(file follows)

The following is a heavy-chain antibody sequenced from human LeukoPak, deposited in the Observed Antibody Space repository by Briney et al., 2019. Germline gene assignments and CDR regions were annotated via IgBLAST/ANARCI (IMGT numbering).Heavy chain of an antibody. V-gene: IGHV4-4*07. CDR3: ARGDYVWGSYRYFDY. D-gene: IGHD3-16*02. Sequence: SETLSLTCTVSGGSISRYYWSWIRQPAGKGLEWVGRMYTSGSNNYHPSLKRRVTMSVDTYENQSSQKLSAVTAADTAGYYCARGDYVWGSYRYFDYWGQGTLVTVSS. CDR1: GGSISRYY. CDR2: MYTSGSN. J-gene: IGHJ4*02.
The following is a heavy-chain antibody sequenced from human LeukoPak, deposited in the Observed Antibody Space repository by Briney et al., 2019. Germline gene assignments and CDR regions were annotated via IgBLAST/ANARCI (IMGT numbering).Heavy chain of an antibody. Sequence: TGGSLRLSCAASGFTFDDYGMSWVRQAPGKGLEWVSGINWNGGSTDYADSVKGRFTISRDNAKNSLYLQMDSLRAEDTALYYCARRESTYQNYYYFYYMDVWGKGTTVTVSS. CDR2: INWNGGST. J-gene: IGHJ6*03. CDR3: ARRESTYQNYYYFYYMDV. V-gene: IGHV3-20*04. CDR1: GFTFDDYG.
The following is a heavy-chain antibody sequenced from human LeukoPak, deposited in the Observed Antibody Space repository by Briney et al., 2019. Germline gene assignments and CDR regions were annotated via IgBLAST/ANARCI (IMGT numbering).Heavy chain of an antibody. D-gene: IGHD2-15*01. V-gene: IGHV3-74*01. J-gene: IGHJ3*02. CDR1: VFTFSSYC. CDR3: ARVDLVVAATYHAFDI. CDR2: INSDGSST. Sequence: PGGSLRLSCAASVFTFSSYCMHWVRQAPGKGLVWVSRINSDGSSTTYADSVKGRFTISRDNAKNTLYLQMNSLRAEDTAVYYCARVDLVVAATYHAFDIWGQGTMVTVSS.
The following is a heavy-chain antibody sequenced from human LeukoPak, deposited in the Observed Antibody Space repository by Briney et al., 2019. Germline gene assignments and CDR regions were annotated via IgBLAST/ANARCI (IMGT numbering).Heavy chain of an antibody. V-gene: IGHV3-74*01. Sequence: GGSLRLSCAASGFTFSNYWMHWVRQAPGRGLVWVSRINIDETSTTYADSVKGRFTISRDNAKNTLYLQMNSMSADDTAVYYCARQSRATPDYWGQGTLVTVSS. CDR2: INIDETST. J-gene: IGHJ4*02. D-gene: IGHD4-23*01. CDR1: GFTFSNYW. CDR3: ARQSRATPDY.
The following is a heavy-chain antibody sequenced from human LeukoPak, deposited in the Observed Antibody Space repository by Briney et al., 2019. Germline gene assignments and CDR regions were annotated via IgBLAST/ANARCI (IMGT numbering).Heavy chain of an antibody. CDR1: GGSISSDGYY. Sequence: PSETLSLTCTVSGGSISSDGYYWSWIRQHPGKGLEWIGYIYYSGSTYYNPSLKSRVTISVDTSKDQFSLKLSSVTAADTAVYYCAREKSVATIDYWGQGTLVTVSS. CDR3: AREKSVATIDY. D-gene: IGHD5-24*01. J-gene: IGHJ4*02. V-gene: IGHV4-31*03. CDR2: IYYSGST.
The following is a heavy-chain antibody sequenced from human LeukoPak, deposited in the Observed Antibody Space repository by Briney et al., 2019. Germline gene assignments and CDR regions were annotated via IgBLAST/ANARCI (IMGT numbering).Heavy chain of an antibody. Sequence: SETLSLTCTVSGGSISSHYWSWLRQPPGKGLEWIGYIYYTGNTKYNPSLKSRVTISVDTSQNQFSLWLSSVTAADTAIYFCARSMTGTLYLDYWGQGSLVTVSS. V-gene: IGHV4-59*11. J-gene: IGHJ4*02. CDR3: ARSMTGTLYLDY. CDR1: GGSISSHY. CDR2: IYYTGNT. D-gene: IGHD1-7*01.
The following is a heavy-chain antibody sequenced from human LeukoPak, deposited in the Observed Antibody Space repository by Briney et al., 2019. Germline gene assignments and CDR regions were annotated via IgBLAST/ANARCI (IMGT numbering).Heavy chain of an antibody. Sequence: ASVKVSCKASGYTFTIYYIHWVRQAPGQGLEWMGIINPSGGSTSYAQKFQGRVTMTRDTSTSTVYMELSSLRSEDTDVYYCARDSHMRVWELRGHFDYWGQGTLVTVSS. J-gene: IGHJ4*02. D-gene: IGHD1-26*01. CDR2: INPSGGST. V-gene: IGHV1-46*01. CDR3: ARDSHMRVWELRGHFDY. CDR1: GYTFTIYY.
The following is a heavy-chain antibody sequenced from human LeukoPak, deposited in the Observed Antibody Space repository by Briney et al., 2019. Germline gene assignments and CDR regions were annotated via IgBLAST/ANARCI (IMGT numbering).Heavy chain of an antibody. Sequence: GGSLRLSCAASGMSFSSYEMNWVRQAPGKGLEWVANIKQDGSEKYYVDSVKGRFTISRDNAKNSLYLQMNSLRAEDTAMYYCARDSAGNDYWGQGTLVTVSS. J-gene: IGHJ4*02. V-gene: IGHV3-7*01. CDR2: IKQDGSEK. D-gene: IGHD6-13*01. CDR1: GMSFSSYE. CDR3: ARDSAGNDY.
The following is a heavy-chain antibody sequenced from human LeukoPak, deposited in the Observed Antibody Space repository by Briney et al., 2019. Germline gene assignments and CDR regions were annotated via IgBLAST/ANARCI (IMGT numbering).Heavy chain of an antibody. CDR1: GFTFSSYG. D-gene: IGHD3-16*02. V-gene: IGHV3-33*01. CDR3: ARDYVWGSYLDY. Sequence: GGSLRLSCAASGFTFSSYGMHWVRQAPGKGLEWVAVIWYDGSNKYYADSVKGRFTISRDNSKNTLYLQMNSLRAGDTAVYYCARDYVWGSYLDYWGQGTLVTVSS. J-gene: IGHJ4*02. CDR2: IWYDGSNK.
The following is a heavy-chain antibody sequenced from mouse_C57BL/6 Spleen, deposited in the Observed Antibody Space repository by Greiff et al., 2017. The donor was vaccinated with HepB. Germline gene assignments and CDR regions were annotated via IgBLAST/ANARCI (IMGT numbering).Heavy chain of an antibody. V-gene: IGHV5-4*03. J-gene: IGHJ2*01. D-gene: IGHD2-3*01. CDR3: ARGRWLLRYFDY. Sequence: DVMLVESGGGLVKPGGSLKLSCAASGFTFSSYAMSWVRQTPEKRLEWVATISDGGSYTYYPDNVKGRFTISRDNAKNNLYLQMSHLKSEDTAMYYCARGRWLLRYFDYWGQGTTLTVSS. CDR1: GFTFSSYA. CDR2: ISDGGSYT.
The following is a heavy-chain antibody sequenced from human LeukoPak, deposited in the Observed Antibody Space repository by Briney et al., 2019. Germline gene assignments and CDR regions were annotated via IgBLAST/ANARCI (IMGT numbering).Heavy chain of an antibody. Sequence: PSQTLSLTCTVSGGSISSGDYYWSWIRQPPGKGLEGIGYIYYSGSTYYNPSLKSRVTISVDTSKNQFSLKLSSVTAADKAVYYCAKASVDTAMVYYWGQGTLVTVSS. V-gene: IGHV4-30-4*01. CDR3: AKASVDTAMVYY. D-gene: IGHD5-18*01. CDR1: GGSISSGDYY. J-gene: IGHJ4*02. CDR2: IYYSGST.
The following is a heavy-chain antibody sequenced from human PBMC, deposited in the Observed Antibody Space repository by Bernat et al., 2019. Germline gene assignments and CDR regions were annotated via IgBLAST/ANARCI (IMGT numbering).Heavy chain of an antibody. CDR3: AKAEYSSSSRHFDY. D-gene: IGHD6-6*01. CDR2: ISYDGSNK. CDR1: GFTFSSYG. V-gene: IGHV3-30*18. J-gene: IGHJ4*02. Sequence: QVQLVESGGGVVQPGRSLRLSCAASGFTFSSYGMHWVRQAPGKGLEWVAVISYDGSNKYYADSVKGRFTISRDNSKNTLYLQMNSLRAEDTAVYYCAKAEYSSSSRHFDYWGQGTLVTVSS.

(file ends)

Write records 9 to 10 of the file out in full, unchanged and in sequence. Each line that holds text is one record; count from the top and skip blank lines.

The following is a heavy-chain antibody sequenced from human LeukoPak, deposited in the Observed Antibody Space repository by Briney et al., 2019. Germline gene assignments and CDR regions were annotated via IgBLAST/ANARCI (IMGT numbering).Heavy chain of an antibody. CDR1: GFTFSSYG. D-gene: IGHD3-16*02. V-gene: IGHV3-33*01. CDR3: ARDYVWGSYLDY. Sequence: GGSLRLSCAASGFTFSSYGMHWVRQAPGKGLEWVAVIWYDGSNKYYADSVKGRFTISRDNSKNTLYLQMNSLRAGDTAVYYCARDYVWGSYLDYWGQGTLVTVSS. J-gene: IGHJ4*02. CDR2: IWYDGSNK.
The following is a heavy-chain antibody sequenced from mouse_C57BL/6 Spleen, deposited in the Observed Antibody Space repository by Greiff et al., 2017. The donor was vaccinated with HepB. Germline gene assignments and CDR regions were annotated via IgBLAST/ANARCI (IMGT numbering).Heavy chain of an antibody. V-gene: IGHV5-4*03. J-gene: IGHJ2*01. D-gene: IGHD2-3*01. CDR3: ARGRWLLRYFDY. Sequence: DVMLVESGGGLVKPGGSLKLSCAASGFTFSSYAMSWVRQTPEKRLEWVATISDGGSYTYYPDNVKGRFTISRDNAKNNLYLQMSHLKSEDTAMYYCARGRWLLRYFDYWGQGTTLTVSS. CDR1: GFTFSSYA. CDR2: ISDGGSYT.